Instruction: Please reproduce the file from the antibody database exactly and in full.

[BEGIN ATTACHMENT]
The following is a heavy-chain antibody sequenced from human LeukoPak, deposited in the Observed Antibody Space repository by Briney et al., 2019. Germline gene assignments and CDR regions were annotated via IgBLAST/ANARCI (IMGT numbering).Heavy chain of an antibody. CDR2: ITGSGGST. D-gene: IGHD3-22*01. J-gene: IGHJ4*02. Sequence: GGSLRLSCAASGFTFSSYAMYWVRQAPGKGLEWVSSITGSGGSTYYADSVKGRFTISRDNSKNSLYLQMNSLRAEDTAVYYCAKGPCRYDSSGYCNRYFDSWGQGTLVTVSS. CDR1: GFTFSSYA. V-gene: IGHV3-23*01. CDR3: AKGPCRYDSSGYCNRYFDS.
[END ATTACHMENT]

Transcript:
The following is a heavy-chain antibody sequenced from human LeukoPak, deposited in the Observed Antibody Space repository by Briney et al., 2019. Germline gene assignments and CDR regions were annotated via IgBLAST/ANARCI (IMGT numbering).Heavy chain of an antibody. CDR2: ITGSGGST. D-gene: IGHD3-22*01. J-gene: IGHJ4*02. Sequence: GGSLRLSCAASGFTFSSYAMYWVRQAPGKGLEWVSSITGSGGSTYYADSVKGRFTISRDNSKNSLYLQMNSLRAEDTAVYYCAKGPCRYDSSGYCNRYFDSWGQGTLVTVSS. CDR1: GFTFSSYA. V-gene: IGHV3-23*01. CDR3: AKGPCRYDSSGYCNRYFDS.